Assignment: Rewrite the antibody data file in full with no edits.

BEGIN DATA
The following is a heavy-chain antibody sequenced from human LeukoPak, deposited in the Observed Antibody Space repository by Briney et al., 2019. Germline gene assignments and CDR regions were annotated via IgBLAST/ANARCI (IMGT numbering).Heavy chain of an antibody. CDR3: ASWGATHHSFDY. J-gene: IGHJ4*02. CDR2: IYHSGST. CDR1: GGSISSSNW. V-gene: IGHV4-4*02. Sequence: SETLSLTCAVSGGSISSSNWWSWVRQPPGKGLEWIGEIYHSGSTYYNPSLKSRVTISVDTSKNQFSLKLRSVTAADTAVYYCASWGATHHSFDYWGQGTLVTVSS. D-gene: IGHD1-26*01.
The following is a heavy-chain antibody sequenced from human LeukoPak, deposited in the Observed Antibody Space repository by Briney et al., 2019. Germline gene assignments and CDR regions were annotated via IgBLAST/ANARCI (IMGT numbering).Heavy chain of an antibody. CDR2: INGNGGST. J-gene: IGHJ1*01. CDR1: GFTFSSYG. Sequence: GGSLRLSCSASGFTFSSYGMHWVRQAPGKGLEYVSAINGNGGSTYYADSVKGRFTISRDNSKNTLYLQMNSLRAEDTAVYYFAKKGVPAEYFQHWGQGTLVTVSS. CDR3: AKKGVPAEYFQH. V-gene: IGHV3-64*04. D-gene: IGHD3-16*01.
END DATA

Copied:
The following is a heavy-chain antibody sequenced from human LeukoPak, deposited in the Observed Antibody Space repository by Briney et al., 2019. Germline gene assignments and CDR regions were annotated via IgBLAST/ANARCI (IMGT numbering).Heavy chain of an antibody. CDR3: ASWGATHHSFDY. J-gene: IGHJ4*02. CDR2: IYHSGST. CDR1: GGSISSSNW. V-gene: IGHV4-4*02. Sequence: SETLSLTCAVSGGSISSSNWWSWVRQPPGKGLEWIGEIYHSGSTYYNPSLKSRVTISVDTSKNQFSLKLRSVTAADTAVYYCASWGATHHSFDYWGQGTLVTVSS. D-gene: IGHD1-26*01.
The following is a heavy-chain antibody sequenced from human LeukoPak, deposited in the Observed Antibody Space repository by Briney et al., 2019. Germline gene assignments and CDR regions were annotated via IgBLAST/ANARCI (IMGT numbering).Heavy chain of an antibody. CDR2: INGNGGST. J-gene: IGHJ1*01. CDR1: GFTFSSYG. Sequence: GGSLRLSCSASGFTFSSYGMHWVRQAPGKGLEYVSAINGNGGSTYYADSVKGRFTISRDNSKNTLYLQMNSLRAEDTAVYYFAKKGVPAEYFQHWGQGTLVTVSS. CDR3: AKKGVPAEYFQH. V-gene: IGHV3-64*04. D-gene: IGHD3-16*01.